Facts and truth-telling matter — in dramas, governance, health, and the law

govtrustpew-181x300It’s a small occupational hazard that accompanies membership in the Bar — the ribbing that all lawyers take at social functions with those groan-inducing lawyer jokes.

While the good-natured jests typically merit a chuckle and a pass, it’s worth noting, two decades after the 9/11 tragedy and with all the deeply divisive events that have occurred since, that there are clear indicators that the legal profession deserves more credit than jibes. Lawyers are striving at least to preserve their constitutional responsibilities as a pillar of truth-telling in the contentious world. Others? Maybe less so. And the public should not be confused about this.

When viewers see the splashy Netflix documentary Worth, for example, they should take judicial notice that it creates a fictionalized account about trial lawyers and the push to compensate victims of the Sept. 11 catastrophe, argues the Center for Justice and Democracy at New York Law School.

The group, headed by executive director Joanne Doroshow, emphasizes that — contrary to the dramatized depiction, starring Michael Keaton, Stanley Tucci, and Amy Ryan — trial lawyers were at the forefront of efforts to financially assist 9/11 victims and their loved ones without charging any fees. They leaped in to help, long before the well-known mediator Ken Feinberg became administrator of a compensation fund, the center says, writing in a fact sheet:

“[Worth] is full of typical fictional devices often used by filmmakers to heighten drama and keep audiences interested. Unfortunately, this film’s inaccuracies are now part of the Sept. 11 historic record – a record that is important to correct when possible. One way the film does a terrible disservice to 9/11 history is its portrayal of the trial lawyer community following the attacks, embodied in the fictional character ‘Lee Quinn.’ Quinn is the film’s villain. Sitting around a table with U.S. senators and Feinberg (long before Feinberg was actually involved), Quinn is shown having problems with the Fund concept. It also portrays him throughout as constantly threatening to undermine the Fund and the U.S. economy by signing up victims to sue the airlines. This is not just a slight fudging of facts. What happened 20 years ago was the exact opposite: It was the trial lawyer community who thought up the Fund and insisted it be part of any airline bailout legislation. Without them, there would have been no Fund at all …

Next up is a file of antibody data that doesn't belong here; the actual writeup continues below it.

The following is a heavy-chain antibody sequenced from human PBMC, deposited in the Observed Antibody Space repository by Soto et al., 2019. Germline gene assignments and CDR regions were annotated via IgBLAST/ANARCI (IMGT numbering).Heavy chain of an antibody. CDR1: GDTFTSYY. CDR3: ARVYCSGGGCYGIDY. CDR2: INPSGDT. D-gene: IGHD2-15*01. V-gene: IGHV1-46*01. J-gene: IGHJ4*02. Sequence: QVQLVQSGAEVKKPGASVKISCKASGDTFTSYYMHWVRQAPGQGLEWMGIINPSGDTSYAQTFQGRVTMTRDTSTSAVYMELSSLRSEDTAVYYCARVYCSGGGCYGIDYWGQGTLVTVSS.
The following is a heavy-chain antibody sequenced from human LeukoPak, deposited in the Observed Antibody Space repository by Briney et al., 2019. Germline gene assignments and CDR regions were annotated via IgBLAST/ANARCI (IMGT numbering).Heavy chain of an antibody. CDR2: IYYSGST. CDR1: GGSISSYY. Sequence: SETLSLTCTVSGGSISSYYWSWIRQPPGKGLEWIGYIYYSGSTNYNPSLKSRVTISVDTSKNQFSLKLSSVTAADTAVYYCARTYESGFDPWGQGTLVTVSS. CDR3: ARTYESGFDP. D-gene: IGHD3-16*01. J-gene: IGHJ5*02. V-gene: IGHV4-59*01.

“The trial lawyer community fully supported Feinberg’s work to compensate Sept. 11 victims. As shown at the end of the film, Feinberg went on to administer many other kinds of victim compensation funds, sometimes to deal with other unique national tragedies …”

The center also draws a more nuanced picture of Feinberg’s career and compensation funds, arguing that these elements could have expanded public consciousness about the challenges for society in helping those who have suffered great harms — rather than furthering falsehoods about trial lawyers.

Facts on slippery slope post 9/11

Being straight with the facts and honest with what they mean has become a monumental challenge for this country and the world since 9/11, argue other documentarians from the PBS program Frontline.

The investigators on this show, who have put forth more than 200 programs that they say have won every major journalism and broadcasting award, including 93 Emmy Awards and 24 Peabody Awards, say that the fog of war that shrouded the nation after the World Trade Center attacks has led this country on harmful paths. These have resulted in the just-ended U.S. war in Afghanistan, as well as the invasion and occupation of Iraq (remember the never-found weapons of mass destruction?).

The country has gone from the unifying tragedy of the 9/11 attacks to a seemingly endless, ill-defined, and disillusioning war on terror — while failing to see that this, in turn, has spawned so much disinformation and mistrust that America now wrestles with its own insurrectionists on its own soil.

We’re haunted by not only outbreaks of homegrown violence at the U.S. Capitol but also daily infighting about a lethal coronavirus pandemic and common-sense measures to end a scourge, which, by February of this year alone, had killed more of us than the number of Americans who died in World War II, Korea, and Vietnam combined.